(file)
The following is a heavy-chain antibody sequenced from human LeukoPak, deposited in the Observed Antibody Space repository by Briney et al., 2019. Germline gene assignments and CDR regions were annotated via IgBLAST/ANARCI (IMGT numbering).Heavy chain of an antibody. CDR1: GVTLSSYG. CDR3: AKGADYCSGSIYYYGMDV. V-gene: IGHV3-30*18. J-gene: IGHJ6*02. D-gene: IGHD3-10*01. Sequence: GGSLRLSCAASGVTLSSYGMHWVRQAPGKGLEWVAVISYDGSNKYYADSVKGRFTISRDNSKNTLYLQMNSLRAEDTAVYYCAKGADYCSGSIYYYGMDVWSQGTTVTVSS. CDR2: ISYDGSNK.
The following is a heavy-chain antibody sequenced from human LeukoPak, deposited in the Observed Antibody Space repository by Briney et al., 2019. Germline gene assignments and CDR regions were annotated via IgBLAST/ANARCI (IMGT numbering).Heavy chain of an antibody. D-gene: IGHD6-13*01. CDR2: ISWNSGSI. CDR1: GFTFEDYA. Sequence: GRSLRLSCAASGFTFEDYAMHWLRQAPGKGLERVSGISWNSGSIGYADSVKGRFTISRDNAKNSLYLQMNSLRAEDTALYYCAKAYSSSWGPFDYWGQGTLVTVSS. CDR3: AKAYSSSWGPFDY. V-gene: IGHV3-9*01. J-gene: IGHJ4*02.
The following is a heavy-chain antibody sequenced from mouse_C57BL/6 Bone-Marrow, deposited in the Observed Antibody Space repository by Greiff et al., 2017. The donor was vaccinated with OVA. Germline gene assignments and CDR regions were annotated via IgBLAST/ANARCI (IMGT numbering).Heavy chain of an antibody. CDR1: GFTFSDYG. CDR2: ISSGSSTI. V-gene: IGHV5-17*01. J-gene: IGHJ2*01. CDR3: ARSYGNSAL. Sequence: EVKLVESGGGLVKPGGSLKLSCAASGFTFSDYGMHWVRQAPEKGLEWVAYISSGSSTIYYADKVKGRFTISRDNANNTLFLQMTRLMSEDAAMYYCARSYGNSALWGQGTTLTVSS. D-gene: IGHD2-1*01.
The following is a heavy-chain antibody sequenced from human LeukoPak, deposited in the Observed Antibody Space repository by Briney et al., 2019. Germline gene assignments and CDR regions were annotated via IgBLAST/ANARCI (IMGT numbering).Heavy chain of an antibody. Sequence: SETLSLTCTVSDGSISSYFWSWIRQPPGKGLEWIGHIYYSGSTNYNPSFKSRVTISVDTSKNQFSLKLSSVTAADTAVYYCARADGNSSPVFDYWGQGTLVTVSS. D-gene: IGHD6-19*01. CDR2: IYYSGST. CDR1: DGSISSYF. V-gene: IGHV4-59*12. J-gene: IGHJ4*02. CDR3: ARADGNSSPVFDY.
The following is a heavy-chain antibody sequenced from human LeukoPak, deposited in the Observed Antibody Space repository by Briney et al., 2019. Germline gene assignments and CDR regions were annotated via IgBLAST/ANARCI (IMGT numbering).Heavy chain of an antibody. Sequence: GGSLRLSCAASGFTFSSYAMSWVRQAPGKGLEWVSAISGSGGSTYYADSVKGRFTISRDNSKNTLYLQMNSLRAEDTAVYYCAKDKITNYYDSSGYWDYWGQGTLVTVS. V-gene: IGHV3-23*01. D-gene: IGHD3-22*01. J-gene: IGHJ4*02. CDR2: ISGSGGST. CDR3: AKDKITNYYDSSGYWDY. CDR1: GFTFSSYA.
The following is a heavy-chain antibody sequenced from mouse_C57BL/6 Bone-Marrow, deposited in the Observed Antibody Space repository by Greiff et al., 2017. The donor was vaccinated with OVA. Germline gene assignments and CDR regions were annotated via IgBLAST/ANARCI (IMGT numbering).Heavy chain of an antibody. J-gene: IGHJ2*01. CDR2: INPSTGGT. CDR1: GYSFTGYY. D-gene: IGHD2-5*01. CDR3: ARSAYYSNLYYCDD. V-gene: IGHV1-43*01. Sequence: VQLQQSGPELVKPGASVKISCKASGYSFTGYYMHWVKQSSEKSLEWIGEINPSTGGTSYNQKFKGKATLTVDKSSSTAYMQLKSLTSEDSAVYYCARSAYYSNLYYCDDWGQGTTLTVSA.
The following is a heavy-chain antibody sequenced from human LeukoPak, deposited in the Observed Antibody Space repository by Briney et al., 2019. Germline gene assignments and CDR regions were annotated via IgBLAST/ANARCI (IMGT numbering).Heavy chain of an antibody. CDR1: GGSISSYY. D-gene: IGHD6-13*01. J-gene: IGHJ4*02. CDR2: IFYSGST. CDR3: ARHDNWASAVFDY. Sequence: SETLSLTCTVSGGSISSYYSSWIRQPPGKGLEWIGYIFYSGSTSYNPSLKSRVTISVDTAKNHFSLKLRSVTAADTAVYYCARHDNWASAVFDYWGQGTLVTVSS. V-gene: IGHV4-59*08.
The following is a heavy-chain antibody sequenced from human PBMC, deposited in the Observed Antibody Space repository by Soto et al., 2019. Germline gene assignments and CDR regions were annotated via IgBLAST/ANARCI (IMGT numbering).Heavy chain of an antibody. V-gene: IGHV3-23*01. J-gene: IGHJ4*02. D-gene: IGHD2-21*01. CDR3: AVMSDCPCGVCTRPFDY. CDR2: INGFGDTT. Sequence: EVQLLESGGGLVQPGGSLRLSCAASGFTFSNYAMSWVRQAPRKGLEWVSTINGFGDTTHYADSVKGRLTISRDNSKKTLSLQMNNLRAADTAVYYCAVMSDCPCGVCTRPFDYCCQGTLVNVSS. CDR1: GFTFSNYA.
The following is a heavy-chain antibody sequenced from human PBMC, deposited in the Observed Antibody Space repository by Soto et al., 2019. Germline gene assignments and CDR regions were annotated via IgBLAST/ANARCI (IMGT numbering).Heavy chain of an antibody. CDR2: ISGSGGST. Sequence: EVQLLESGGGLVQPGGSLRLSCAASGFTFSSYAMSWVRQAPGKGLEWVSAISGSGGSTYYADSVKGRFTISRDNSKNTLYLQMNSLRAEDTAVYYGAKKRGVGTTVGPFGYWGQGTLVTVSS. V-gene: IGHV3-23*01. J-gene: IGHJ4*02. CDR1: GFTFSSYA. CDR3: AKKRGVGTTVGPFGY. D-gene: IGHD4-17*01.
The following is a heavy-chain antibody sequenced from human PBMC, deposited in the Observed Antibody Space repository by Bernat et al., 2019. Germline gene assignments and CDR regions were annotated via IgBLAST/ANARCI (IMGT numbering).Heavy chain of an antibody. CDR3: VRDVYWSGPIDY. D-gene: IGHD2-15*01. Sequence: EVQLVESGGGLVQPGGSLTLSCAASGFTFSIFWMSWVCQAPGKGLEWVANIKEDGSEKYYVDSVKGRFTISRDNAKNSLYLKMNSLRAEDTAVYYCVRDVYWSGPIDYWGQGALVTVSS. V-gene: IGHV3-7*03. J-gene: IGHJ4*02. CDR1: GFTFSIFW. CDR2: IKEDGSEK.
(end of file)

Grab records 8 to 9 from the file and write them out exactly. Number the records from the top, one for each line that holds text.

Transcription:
The following is a heavy-chain antibody sequenced from human PBMC, deposited in the Observed Antibody Space repository by Soto et al., 2019. Germline gene assignments and CDR regions were annotated via IgBLAST/ANARCI (IMGT numbering).Heavy chain of an antibody. V-gene: IGHV3-23*01. J-gene: IGHJ4*02. D-gene: IGHD2-21*01. CDR3: AVMSDCPCGVCTRPFDY. CDR2: INGFGDTT. Sequence: EVQLLESGGGLVQPGGSLRLSCAASGFTFSNYAMSWVRQAPRKGLEWVSTINGFGDTTHYADSVKGRLTISRDNSKKTLSLQMNNLRAADTAVYYCAVMSDCPCGVCTRPFDYCCQGTLVNVSS. CDR1: GFTFSNYA.
The following is a heavy-chain antibody sequenced from human PBMC, deposited in the Observed Antibody Space repository by Soto et al., 2019. Germline gene assignments and CDR regions were annotated via IgBLAST/ANARCI (IMGT numbering).Heavy chain of an antibody. CDR2: ISGSGGST. Sequence: EVQLLESGGGLVQPGGSLRLSCAASGFTFSSYAMSWVRQAPGKGLEWVSAISGSGGSTYYADSVKGRFTISRDNSKNTLYLQMNSLRAEDTAVYYGAKKRGVGTTVGPFGYWGQGTLVTVSS. V-gene: IGHV3-23*01. J-gene: IGHJ4*02. CDR1: GFTFSSYA. CDR3: AKKRGVGTTVGPFGY. D-gene: IGHD4-17*01.